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Author: Andrew Asibong

François Ozon was born in Paris to René and Anne-Marie Ozon on November 15, 1967. This book takes as one of its points of departure the idea that Ozon has consciously styled his œuvre thus far around a number of recurring tropes and themes, one of the most striking of which has been the emergence of adult sexualities and relations from out of the spectral carcasses of real or fantasised family members. Kinship, desire and violence thus structure the narratives of all the films under discussion, and can be seen to stamp Ozon's repertoire of images firmly with the mark of a self-styled auteur. The book discusses considers the majority of Ozon's short films together with his first feature Sitcom through the lens of desire, and demonstrates the extent to which Ozon's vision of human sexuality can be described as a fundamentally 'queer' and 'post-modern' one. It focuses on four of Ozon's simultaneously most accomplished and misunderstood films and approaches them via the perspective of the power relations they depict. They are Regarde la mer, Les Amants criminels, and 8 femmes. The book surveys a number of Ozon's films from the 2000s: Sous le sable, Swimming Pool, 5x2, and Le Temps qui reste. Sexual desire as represented by Ozon is almost always multidimensional and consistently astonishing in its capacity for boundless reinvention. His films frequently employ household servants among their cast of characters. Ozon uses tools borrowed from the toolbox of three genres: namely, horror, melodrama and musical.

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An introduction to François Ozon
Andrew Asibong

Ozon’s queer fairy tale of 1998, Les Amants criminels. Once more, then, the film anticipates the themes and aesthetics of many later Ozon films, especially in its evocation of the inherent isolation within the couple relation. Ozon shoots his parents in a number of summer holiday afternoon situations: Papa rides his bicycle alone, while Maman goes shopping in the village alone. Cross-cutting between the two solitary activities Ozon

in François Ozon
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Society, spectacle and sadomasochistic cinema
Andrew Asibong

Les Amants criminels , the striking mention of the Marquis de Sade’s castle in Swimming Pool or the leather-clad denizens of the gay backroom in Le Temps qui reste ? One approach we might adopt would be to consider to what extent Ozon’s emphasis on artificial, chosen and highly ritualised processes of debasement allows his films to explore potential ways in which more wide-reaching hierarchies and stratifications might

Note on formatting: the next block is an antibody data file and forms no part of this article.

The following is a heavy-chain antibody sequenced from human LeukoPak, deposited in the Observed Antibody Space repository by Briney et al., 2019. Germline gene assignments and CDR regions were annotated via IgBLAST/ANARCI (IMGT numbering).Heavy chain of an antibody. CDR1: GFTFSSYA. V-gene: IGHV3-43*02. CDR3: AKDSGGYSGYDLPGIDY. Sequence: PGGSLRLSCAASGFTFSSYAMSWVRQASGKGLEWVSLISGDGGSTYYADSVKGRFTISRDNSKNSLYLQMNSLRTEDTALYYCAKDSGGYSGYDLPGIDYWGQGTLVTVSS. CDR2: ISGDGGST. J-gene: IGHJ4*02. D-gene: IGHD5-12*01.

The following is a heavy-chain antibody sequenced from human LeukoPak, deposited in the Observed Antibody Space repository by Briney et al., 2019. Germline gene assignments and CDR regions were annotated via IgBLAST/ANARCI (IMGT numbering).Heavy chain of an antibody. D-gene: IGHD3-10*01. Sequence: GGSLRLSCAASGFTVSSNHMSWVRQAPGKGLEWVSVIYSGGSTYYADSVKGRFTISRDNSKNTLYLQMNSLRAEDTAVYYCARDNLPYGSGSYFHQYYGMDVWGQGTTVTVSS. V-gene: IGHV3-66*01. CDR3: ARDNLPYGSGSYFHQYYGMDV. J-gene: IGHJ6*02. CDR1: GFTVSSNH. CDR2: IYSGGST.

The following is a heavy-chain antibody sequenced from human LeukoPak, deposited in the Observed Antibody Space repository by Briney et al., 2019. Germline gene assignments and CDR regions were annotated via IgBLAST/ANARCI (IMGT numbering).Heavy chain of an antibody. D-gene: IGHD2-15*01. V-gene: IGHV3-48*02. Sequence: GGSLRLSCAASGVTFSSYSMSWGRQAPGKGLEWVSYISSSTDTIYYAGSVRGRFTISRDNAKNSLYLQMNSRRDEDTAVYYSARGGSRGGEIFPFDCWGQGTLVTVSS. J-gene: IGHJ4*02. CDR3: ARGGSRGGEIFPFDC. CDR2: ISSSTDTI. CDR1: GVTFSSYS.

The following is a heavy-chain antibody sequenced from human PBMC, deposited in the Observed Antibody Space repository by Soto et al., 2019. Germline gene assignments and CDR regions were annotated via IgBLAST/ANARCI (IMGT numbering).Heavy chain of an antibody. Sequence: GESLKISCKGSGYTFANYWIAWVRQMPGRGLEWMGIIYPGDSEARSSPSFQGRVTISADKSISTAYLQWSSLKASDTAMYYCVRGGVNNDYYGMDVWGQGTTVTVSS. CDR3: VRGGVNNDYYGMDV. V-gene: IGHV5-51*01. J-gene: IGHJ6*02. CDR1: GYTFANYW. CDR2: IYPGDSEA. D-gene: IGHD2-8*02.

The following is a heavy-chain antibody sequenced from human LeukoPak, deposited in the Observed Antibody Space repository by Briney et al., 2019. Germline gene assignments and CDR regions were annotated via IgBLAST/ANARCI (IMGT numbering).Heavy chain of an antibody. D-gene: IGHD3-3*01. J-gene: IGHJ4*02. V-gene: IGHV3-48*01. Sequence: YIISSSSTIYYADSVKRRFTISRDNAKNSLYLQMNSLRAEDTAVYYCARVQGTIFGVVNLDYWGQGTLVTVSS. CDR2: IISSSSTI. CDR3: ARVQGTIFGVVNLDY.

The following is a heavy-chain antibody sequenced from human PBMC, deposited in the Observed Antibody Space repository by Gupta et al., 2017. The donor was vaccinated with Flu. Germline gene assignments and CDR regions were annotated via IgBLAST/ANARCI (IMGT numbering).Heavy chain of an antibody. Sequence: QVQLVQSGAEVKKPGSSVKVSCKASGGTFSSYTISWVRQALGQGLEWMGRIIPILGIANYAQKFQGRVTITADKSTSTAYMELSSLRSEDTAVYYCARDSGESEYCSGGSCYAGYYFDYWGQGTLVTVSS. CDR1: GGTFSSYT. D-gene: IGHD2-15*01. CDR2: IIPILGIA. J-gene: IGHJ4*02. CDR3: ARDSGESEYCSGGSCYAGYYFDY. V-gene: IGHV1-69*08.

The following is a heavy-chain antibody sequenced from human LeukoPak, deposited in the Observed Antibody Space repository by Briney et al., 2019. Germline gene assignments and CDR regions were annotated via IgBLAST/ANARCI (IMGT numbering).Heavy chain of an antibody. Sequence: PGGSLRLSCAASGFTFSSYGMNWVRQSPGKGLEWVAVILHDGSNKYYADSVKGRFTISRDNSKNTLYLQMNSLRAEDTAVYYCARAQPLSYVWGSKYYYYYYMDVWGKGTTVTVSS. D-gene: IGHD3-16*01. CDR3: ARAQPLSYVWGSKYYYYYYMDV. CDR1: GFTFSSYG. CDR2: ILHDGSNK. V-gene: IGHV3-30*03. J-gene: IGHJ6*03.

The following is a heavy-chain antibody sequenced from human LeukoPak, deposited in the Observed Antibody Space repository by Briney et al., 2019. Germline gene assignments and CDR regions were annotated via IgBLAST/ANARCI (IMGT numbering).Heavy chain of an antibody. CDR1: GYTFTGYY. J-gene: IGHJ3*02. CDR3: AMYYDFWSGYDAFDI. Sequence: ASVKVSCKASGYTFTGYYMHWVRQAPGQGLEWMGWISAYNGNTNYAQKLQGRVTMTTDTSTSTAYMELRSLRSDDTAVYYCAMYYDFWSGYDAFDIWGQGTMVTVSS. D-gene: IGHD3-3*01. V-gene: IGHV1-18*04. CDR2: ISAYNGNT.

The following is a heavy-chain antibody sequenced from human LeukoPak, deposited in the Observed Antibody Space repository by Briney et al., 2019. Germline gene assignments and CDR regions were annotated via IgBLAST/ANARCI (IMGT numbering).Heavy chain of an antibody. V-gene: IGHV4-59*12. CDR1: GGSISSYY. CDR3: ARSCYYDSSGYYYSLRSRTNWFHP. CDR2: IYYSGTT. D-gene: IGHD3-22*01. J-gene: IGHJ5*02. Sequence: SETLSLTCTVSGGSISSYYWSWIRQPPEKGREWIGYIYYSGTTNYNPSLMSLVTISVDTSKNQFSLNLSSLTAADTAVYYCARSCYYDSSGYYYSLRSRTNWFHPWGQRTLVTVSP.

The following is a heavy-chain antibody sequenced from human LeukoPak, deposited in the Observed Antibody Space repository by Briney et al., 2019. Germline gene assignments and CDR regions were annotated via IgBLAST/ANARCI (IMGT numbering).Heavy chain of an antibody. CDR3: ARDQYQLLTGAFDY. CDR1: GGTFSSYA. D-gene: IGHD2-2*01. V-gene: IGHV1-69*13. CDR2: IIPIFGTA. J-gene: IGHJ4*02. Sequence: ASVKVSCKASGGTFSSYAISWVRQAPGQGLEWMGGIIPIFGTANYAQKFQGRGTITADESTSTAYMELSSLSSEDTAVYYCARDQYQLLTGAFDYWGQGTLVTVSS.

in François Ozon
Kate Ince

. Perhaps Ozon’s most extended illustration of a change of lovers that is also a shift from a heterosexual to a homosexual orientation occurs to Luc, in Les Amants criminels (Criminal Lovers, 1998). After the murder of their schoolfellow Saïd to which Alice has incited Luc, and their subsequent flight from home, the lovers are imprisoned by a woodsman, 6 who has seen them bury (and who then digs up) Saïd’s body, and has decided

in Five directors
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Sexualities on the move?
Andrew Asibong

chin. In Action Vérité (1994) Ozon shows us one teenage girl feel in jest between the legs of another, only to pull out a hand covered in menstrual blood. In Les Amants criminels (1999) the camera focuses on the face of the teenage hero as he is sodomised by a bearded ‘ogre’. In 1998’s Sitcom a candid medium-shot of the naked and erect penis of Stéphane Rideau being pushed between the breasts of Lucía Sánchez is served

in François Ozon
Genre and the shock of over-stimulation
Andrew Asibong

a banal interaction with the film being viewed. Characters such as young Victor, the family in Sitcom, teenage Luc in Les Amants criminels or Sarah Morton in Swimming Pool effectively cross over from an increasingly tedious landscape of desire- and fantasy-based transgression to an outlandish register of what the psychoanalyst Lacan would term ‘pulsion’ (‘drive’), in which their worlds and desires literally fall

in François Ozon
Phil Powrie

Miki Manojlovic in the role of Erostrate, the drunk. He had acted in several films by Emir Kusturica, but had most recently appeared in Ozon’s Les Amants criminels (1999). There was Yves Rénier, a well-known TV actor (particularly for the title role in the series ‘Le Commissaire Moulin’), in the role of Max Kubier. Finally, there was Catherine Mouchet, whom Beineix had seen as the psychologist in Philippe Harel’s Extension

in Jean-Jacques Beineix
Cinema beyond relation?
Andrew Asibong

-revelatory ‘positive’ outcome can be claimed for many of Ozon’s other films of the 1990s: Victor , La Petite Mort , Une Rose entre nous , Une Robe d’été and Les Amants criminels all offer their (male) protagonists an instance of horrific vision, an instance that is followed by a certain liberation from their spectral anxieties. This liberation gives them a chance, at least, for personal resolution

in François Ozon
Guy Austin

that his subsequent three films are again in entirely different registers: Les Amants criminels ( Criminal Lovers , 1999) mixes thriller with fairytale, Gouttes d’eau sur pierres brûlantes ( Water Drops on Burning Rocks , 1999) is a camp yet tragic adaptation of a play by Fassbinder, and Sous le sable is close to the classical cinéma d’auteur , while none the less dealing with the taboo subject of female sexual desire

in Contemporary French cinema